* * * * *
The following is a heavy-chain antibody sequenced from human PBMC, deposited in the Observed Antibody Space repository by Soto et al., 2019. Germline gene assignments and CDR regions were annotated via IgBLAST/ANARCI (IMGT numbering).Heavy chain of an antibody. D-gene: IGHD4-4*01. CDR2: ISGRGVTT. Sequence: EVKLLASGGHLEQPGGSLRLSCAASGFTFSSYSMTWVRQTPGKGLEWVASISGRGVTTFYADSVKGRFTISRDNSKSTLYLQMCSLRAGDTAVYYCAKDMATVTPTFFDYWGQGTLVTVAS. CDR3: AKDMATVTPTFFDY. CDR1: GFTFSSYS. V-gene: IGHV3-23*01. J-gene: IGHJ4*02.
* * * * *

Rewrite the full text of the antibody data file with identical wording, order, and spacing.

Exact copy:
The following is a heavy-chain antibody sequenced from human PBMC, deposited in the Observed Antibody Space repository by Soto et al., 2019. Germline gene assignments and CDR regions were annotated via IgBLAST/ANARCI (IMGT numbering).Heavy chain of an antibody. D-gene: IGHD4-4*01. CDR2: ISGRGVTT. Sequence: EVKLLASGGHLEQPGGSLRLSCAASGFTFSSYSMTWVRQTPGKGLEWVASISGRGVTTFYADSVKGRFTISRDNSKSTLYLQMCSLRAGDTAVYYCAKDMATVTPTFFDYWGQGTLVTVAS. CDR3: AKDMATVTPTFFDY. CDR1: GFTFSSYS. V-gene: IGHV3-23*01. J-gene: IGHJ4*02.